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December 19, 2014 - 3:06pm

By Virginia Hewitt, Local Policy Research Assistant

I start thinking about my New Year’s resolution earlier than most. I like to think ahead and know what I’m getting into before committing. This year I could go to the gym more, eat fewer hamburgers, or do more traveling. OK, let’s start with just one thing. Maybe I’ll try to travel more. But how do I set the perfect goal for me? Where do I even start?

Thanks to my organization’s work on community energy planning, I know I can use the SMART goal-setting framework to wrap my head around my plans.

  • Specific: Where do I want to go?
  • Measureable: Does my goal mean cover more miles, or see more new places?
  • Attainable: Can I really afford trips to England, France, and Germany?
  • Relevant: Would a trip to Germany and Japan be putting my language skills to use?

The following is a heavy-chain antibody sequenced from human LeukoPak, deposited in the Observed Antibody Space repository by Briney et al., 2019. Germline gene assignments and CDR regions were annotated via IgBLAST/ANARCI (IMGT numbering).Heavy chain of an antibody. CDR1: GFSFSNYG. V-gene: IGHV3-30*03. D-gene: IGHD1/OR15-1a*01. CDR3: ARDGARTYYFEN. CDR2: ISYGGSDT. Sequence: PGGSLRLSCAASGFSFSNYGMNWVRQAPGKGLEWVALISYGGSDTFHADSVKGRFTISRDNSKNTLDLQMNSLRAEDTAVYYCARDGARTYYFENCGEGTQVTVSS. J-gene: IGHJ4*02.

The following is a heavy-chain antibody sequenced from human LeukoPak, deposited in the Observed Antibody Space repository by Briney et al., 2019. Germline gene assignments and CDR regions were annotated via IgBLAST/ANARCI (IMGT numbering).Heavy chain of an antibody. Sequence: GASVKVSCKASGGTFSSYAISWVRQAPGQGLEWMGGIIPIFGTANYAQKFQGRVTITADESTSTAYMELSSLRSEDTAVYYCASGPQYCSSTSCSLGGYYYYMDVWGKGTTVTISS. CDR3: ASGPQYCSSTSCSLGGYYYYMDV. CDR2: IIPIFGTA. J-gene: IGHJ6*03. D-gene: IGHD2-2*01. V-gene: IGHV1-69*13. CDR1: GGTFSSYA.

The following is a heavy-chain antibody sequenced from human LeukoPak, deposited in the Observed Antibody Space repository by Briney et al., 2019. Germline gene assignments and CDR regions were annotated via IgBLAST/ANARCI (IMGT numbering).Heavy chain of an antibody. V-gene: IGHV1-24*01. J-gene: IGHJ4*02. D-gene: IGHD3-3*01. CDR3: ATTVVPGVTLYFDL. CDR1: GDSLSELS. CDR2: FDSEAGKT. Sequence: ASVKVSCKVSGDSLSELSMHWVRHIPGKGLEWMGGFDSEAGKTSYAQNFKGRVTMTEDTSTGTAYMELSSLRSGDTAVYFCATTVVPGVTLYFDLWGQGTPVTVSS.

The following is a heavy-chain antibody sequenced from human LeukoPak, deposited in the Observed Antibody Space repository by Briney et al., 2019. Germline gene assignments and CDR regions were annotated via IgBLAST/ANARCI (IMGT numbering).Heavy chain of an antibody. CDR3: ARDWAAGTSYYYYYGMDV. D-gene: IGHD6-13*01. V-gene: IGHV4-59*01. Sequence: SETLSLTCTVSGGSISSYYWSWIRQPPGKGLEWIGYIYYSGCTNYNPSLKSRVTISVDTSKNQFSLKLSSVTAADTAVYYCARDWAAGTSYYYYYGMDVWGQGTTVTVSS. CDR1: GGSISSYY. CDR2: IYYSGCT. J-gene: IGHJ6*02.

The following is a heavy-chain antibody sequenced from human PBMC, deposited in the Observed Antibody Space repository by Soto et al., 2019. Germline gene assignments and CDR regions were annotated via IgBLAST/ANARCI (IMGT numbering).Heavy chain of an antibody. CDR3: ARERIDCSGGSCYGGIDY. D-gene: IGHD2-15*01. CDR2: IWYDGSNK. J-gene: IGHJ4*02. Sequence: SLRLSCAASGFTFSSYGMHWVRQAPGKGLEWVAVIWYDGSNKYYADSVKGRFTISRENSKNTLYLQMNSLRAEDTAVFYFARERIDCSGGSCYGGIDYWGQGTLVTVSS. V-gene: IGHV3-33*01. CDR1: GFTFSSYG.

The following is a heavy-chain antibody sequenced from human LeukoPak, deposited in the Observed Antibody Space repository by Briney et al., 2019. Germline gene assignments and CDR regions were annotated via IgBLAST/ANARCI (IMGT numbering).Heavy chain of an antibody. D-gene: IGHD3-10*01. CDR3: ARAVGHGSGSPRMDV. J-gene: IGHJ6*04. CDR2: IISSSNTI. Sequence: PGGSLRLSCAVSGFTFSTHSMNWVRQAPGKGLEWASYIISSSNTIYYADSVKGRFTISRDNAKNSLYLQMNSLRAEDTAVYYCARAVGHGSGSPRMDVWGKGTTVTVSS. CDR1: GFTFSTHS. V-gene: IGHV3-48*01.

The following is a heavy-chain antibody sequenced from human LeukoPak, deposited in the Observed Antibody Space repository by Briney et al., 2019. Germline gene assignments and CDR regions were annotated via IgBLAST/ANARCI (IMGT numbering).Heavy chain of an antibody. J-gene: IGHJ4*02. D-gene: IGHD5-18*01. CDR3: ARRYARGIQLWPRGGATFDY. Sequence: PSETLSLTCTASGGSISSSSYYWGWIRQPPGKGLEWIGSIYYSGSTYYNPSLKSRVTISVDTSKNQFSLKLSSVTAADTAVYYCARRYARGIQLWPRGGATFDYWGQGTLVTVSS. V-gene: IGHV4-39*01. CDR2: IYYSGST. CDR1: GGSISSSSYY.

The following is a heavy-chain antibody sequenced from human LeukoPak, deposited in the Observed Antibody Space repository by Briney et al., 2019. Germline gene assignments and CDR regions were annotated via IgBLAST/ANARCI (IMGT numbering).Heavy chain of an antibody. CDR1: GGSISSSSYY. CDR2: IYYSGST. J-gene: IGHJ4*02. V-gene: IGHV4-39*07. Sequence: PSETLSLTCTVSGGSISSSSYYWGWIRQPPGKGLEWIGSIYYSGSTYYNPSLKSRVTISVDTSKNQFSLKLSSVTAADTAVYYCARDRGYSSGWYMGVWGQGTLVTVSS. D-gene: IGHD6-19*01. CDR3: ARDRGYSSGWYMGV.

• Time-bound: Will I achieve this all in one year or is my goal really about developing a new life-long habit?

Communities and large organizations can use this same framework to set their goals. Our new technical assistance toolkit piece, Local Government Energy Management Goals: Best Practices and...

December 17, 2014 - 1:46pm

By Jennifer Thorne Amann, Buildings Program Director

A zero net energy (ZNE) building is a home or commercial building that on average produces as much energy as it uses, achieved through energy efficiency and renewable technologies. The ZNE concept has captured the imagination of the building design and clean energy communities. Now, policymakers, businesses, and a broader segment of the general public are showing an increased interest in ZNE as a means to reduce building operating costs and environmental impact while addressing energy supply challenges. The burgeoning interest in ZNE is reflected in the growing number of ZNE-related targets, goals, and certifications: the American Institute of Architects’ 2030 Challenge, California’s ZNE goals for residential and commercial new construction, and DOE’s Zero Energy Ready Homes Program are notable examples.

How do we turn the buzz surrounding ZNE into real advances on the ground? To meet goals for ZNE construction by 2030, we need to put in place building codes that...